Dolphin communication

By Kathryn Fenton

In 1551, it was Pierre Belon du Mans who classified dolphins as "fish with lungs." He was the first to notice that these animals weren’t like fish but more like land mammals. It wasn’t until the 1700’s, however, that these animals were classified taxonomically and were given the scientific name "Tursiops truncatus".

Bottlenose dolphins range in length from 2-3 m and can weigh 150-650 kg. Dolphins have a layer of skin and blubber, which provide both warmth and favorable hydrodynamics. At low speed the skin and blubber stay relatively smooth. But at high speeds skin and blubber begin to ripple, diminishing water’s friction by reducing turbulence, resulting in laminar flow around the animal. The importance of laminar flow was discovered when a plastic replica of a dolphin was placed in a flow tank with water moving at the speed of a live dolphin. It was found that drag due to turbulence slowed the motion of the replica 10 times more compared to a live dolphin.

There are two different types of sound produced by dolphins. One type of sound is a whistle, which is produced in the larynx. The other type of sound is produced in the nasal sacs and focused and directed through the melon, the concave head of the dolphin that is filled with lipids (fats). These sounds are used for echolocation. Echolocation is like "seeing" with ears. The sound waves are reflected from objects and come back as an echo. The echo is detected by the lower maxillary (lower jaw), is translated through the inner ear and processed into a mental picture in the brain. Echolocation is a useful sense to have in water because sound waves travel 4.5 times faster in water than in air. This sense is also helpful when locating fish. It has been found that dolphins can find a fish without any visual cues. A dolphin’s sense of hearing covers a much wider range of frequencies than that of a human. Dolphins can detect sound waves from 1-150 kHz and a human can hear .02-17 kHz. The dolphin’s ears can detect sounds of about 1- 20 kHz, and the lower maxillary detects echolocation clicks above 20 kHz.

Bottlenose dolphins are very social animals and live in groups called ‘pods’. These pods range in size from 2-10 inshore and 2-25 offshore, but more than 500 dolphins have been sighted in a pod. A dolphin will spend most of its life with a pod. While in these pods they communicate constantly. There are three types of communication between dolphins, direct body contact, vocalization and bubbles. An example of direct contact is called a pectoral fin rub. Two dolphins touch each other’s pectoral fins, similar to a handshake among humans. This has been observed when dolphins first meet and has been classified as a form of greeting. The second type of communication is vocalization. An example of this is called a signature whistle, which characterizes each dolphin. These signature whistles were studied by Vincent Janik and Peter Slater who discovered that when dolphins were separated from each other, each would use their own whistle signature. They also found instances of whistle copying, a phenomenon that needs more research to be fully understood.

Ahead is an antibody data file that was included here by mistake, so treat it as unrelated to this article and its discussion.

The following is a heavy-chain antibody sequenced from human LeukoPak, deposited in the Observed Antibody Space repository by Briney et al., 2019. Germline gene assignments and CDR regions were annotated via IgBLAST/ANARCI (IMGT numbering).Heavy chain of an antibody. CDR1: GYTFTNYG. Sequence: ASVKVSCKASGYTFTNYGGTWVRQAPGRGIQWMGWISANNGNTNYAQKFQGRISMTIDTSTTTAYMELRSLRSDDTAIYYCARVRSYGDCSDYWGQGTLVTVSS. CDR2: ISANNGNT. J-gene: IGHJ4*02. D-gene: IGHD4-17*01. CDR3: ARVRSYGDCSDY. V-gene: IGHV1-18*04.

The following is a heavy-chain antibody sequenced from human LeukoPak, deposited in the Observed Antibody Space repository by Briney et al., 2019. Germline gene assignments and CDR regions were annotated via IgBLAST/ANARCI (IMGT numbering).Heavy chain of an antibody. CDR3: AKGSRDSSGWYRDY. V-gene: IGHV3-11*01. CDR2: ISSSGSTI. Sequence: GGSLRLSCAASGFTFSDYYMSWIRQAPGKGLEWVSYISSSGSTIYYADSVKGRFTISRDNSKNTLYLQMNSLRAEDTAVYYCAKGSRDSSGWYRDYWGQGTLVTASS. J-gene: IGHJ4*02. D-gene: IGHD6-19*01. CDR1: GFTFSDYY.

The third type of communication is bubbles. These can be either bubble trains or bubble clouds. The bubble trains are often displayed when young dolphins are playing. The bubble clouds can be used to express anger or warning, and can be used to shield one dolphin from another’s vocalizations.

Communication between dolphins is important for group cohesion, and is used to locate lost or disoriented dolphins as well as alerting others of nearby danger. The communication between mother and calf strengthens the bonds between the two and becomes crucial when mother and calf are separated.

There are major threats to dolphin’s communication posed by underwater noise by large fishing vessels, whale watching boats, and underwater drilling stations. Social bonds may become weakened as a result, as well as the dolphin’s ability to find food. The social bonds between dolphins are important not only in a social aspect but as a survival strategy. The animals protect one another and if the social group isn’t working right this protective aspect is compromised.


Cahill, Tim. Dolphins. Washington, D.C.: National Geographic Society. 2000.

Sylvestre, Jean-Pierre. Dolphins & porpoises: a world wide guide. New York: sterling Publishing Company. 1993.

Carwardine, Mark. Whales, dolphins and porpoises. New York: Dorling Kindersley. 1992.

Janik, V. M and P. J. B. Slater. 1998. Context-specific use suggests that bottlenose dolphins signature whistles are cohesion calls. Journal of Animal Behaviour 56, 829-838.
Accessed: March 23,2003
Accessed: March 23,2003
Accessed: March 23,2003
Accessed: March 23,2003
Accessed: March 23,2003